LOS ANGELES, CA - MAY 11: Oprah Winfrey speaks at the USC Annenberg School for Communication and Journalism Commencement ceremony at The Shrine Auditorium on May 11, 2018 in Los Angeles, California. (Photo by Leon Bennett/Getty Images)
LOS ANGELES, CA - MAY 11: Oprah Winfrey speaks at the USC Annenberg School for Communication and Journalism Commencement ceremony at The Shrine Auditorium on May 11, 2018 in Los Angeles, California. (Photo by Leon Bennett/Getty Images)
LOS ANGELES, CA - MAY 11: Oprah Winfrey speaks at the USC Annenberg School for Communication and Journalism Commencement ceremony at The Shrine Auditorium on May 11, 2018 in Los Angeles, California. (Photo by Leon Bennett/Getty Images)
LOS ANGELES, CA - MAY 11: Media producer Oprah Winfrey addresses The USC Annenberg School For Communication And Journalism Celebrates Commencement at The Shrine Auditorium on May 11, 2018 in Los Angeles, California. (Photo by Leon Bennett/Getty Images)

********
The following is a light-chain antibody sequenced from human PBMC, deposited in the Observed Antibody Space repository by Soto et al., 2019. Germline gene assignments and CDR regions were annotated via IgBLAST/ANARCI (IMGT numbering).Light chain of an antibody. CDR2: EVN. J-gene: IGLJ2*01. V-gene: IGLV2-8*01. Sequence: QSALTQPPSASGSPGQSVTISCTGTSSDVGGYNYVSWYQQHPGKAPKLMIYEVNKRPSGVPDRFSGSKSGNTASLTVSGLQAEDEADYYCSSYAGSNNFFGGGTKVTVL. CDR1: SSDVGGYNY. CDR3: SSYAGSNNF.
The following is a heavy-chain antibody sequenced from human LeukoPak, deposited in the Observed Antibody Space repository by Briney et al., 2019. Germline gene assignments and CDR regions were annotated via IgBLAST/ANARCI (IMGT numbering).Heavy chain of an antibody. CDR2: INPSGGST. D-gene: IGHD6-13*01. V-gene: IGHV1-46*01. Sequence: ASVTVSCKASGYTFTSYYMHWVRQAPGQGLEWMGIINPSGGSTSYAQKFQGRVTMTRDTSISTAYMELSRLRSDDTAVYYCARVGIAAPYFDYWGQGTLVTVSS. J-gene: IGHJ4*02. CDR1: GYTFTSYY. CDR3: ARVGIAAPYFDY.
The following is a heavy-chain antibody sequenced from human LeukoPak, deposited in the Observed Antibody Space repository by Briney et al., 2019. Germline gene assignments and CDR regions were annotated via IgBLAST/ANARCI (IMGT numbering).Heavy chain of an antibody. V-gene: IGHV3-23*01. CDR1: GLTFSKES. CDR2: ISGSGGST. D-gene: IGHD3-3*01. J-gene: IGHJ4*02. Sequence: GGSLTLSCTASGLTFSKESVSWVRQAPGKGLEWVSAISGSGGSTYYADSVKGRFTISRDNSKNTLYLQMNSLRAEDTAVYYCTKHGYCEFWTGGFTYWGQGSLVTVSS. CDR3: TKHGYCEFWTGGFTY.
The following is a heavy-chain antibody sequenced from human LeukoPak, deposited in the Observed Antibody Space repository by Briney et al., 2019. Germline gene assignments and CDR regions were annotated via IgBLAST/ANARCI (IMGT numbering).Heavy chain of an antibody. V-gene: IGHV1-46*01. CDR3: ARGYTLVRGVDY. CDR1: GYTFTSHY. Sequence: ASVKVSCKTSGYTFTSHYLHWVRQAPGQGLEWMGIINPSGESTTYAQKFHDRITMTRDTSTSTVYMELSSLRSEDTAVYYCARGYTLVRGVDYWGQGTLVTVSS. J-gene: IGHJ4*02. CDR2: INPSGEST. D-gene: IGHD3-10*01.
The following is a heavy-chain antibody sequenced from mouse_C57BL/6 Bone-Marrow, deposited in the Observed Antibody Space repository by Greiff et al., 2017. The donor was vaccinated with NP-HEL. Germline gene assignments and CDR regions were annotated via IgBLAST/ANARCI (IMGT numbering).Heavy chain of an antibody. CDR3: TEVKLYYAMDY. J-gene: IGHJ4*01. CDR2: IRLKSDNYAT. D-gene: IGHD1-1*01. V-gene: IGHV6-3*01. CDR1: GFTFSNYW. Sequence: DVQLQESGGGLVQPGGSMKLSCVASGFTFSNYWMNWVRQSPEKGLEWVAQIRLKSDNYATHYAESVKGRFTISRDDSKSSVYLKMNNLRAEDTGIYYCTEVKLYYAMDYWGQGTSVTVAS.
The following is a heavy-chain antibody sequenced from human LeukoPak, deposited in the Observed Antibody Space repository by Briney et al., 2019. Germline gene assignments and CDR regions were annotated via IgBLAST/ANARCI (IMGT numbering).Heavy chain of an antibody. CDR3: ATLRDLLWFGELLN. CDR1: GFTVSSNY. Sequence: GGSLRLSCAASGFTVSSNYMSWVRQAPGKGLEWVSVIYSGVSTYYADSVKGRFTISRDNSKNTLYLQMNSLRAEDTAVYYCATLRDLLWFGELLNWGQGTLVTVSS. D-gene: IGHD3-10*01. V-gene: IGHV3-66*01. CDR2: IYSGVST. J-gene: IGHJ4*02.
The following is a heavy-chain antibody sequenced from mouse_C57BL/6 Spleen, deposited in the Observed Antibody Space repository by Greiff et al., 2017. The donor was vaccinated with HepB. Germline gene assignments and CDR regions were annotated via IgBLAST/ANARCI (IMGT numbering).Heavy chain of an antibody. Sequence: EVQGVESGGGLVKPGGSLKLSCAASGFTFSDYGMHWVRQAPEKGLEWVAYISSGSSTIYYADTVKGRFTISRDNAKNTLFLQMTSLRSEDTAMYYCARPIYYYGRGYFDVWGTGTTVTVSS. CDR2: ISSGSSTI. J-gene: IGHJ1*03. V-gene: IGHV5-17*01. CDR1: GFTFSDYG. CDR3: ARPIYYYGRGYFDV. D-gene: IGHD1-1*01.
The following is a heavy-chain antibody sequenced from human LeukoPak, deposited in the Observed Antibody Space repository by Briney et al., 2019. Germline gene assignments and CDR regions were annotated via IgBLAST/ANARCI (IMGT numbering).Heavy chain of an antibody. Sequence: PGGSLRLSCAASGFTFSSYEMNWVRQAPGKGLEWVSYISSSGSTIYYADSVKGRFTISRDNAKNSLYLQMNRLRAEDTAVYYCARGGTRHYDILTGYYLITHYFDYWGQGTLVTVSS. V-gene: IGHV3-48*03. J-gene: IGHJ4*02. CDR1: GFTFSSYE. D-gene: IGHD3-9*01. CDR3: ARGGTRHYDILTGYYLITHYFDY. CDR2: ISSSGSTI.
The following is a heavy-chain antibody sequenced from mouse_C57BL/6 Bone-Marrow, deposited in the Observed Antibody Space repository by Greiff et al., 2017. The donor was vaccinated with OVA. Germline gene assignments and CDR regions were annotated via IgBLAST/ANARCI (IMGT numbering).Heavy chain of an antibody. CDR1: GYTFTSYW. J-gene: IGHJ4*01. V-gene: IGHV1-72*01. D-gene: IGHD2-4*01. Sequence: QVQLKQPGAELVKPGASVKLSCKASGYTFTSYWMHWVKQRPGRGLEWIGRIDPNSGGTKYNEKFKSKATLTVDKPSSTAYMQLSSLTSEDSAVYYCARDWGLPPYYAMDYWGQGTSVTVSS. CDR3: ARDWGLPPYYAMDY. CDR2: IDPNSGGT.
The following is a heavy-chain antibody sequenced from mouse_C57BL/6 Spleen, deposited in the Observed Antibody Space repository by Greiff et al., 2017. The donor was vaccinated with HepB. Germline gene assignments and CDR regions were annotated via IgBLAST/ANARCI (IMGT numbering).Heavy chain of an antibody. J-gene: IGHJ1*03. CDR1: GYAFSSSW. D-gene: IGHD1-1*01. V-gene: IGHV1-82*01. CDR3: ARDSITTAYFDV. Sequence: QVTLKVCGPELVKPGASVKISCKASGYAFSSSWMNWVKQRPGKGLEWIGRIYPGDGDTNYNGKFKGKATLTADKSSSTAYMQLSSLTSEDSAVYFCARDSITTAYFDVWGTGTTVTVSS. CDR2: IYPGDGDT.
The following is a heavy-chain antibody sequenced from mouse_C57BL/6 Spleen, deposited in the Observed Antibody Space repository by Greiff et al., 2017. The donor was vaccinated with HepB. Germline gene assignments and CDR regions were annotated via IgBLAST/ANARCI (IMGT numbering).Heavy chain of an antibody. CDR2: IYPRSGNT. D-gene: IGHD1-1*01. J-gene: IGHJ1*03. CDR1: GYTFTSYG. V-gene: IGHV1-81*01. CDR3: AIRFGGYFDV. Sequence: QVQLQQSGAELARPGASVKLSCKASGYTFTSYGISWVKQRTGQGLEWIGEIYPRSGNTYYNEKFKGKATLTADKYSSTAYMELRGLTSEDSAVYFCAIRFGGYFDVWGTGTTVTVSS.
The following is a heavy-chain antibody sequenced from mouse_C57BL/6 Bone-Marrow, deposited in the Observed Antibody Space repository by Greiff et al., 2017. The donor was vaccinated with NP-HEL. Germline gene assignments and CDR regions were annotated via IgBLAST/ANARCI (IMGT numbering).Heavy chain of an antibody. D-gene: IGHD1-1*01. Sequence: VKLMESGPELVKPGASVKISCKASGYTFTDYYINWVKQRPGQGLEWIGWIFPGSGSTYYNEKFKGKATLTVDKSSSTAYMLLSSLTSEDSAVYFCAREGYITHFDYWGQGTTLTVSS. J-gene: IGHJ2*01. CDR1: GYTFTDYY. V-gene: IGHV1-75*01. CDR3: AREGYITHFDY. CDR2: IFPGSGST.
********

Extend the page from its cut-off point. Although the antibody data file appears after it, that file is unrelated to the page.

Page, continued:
LOS ANGELES, CA - MAY 11: Media producer Oprah Winfrey addresses The USC Annenberg School For Communication And Journalism Celebrates Commencement at The Shrine Auditorium on May 11, 2018 in Los Angeles, California. (Photo by Leon Bennett/Getty Images)
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Winfrey's commencement address, by turns galvanizing and lighthearted, recalled the speech she delivered at the Golden Globe Awards ceremony in January — impassioned remarks about racial injustice, gender inequality and the #MeToo movement that stirred speculation about her White House ambitions.

She nodded to that speculation in her address on Friday, joking that she hesitated to tell the USC graduates about the importance of voting and civic participation because "the rumors from my last big speech have finally died down."

But she nonetheless waded into politics, calling on the graduates to "overcome the sniping at one another, the trolling, the mean-spirited partisanship on both sides of the aisle, the divisiveness, the injustices, the out-and-out hatred."

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Michelle Obama at DNC